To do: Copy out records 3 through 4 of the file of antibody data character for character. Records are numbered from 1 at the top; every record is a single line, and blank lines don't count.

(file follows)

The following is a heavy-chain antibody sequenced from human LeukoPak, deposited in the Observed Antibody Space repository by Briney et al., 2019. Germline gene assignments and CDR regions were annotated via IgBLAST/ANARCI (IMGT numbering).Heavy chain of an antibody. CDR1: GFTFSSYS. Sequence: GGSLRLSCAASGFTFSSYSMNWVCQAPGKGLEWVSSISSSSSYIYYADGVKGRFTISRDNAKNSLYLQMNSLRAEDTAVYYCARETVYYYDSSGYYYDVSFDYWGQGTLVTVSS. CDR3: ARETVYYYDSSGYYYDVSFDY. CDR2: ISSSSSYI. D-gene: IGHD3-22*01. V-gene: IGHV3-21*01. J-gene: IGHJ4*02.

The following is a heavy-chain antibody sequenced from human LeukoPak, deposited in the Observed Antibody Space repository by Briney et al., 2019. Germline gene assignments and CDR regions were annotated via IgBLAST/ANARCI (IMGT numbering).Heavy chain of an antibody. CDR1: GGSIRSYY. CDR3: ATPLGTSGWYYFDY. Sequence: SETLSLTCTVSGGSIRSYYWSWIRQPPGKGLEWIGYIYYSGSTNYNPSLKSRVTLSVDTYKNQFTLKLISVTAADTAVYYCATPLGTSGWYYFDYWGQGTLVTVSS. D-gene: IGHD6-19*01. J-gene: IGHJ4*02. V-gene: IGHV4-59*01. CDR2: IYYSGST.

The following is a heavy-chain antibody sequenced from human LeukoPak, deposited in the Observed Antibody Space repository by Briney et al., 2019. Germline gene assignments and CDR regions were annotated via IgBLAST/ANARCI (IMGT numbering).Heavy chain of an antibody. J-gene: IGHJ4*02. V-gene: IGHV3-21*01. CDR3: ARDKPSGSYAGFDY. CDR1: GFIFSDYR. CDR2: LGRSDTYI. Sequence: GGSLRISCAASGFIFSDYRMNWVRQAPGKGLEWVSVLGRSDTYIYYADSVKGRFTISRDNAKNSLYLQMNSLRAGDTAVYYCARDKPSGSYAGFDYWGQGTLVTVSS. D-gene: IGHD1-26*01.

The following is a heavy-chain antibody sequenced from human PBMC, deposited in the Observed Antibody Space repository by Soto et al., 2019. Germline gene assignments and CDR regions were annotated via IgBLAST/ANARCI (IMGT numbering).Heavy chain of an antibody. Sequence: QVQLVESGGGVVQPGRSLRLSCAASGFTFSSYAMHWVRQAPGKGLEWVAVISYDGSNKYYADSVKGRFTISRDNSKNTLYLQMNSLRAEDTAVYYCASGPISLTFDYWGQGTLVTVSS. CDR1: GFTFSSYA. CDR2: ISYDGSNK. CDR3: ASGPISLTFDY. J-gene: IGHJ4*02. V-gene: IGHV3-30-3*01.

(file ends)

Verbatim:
The following is a heavy-chain antibody sequenced from human LeukoPak, deposited in the Observed Antibody Space repository by Briney et al., 2019. Germline gene assignments and CDR regions were annotated via IgBLAST/ANARCI (IMGT numbering).Heavy chain of an antibody. J-gene: IGHJ4*02. V-gene: IGHV3-21*01. CDR3: ARDKPSGSYAGFDY. CDR1: GFIFSDYR. CDR2: LGRSDTYI. Sequence: GGSLRISCAASGFIFSDYRMNWVRQAPGKGLEWVSVLGRSDTYIYYADSVKGRFTISRDNAKNSLYLQMNSLRAGDTAVYYCARDKPSGSYAGFDYWGQGTLVTVSS. D-gene: IGHD1-26*01.

The following is a heavy-chain antibody sequenced from human PBMC, deposited in the Observed Antibody Space repository by Soto et al., 2019. Germline gene assignments and CDR regions were annotated via IgBLAST/ANARCI (IMGT numbering).Heavy chain of an antibody. Sequence: QVQLVESGGGVVQPGRSLRLSCAASGFTFSSYAMHWVRQAPGKGLEWVAVISYDGSNKYYADSVKGRFTISRDNSKNTLYLQMNSLRAEDTAVYYCASGPISLTFDYWGQGTLVTVSS. CDR1: GFTFSSYA. CDR2: ISYDGSNK. CDR3: ASGPISLTFDY. J-gene: IGHJ4*02. V-gene: IGHV3-30-3*01.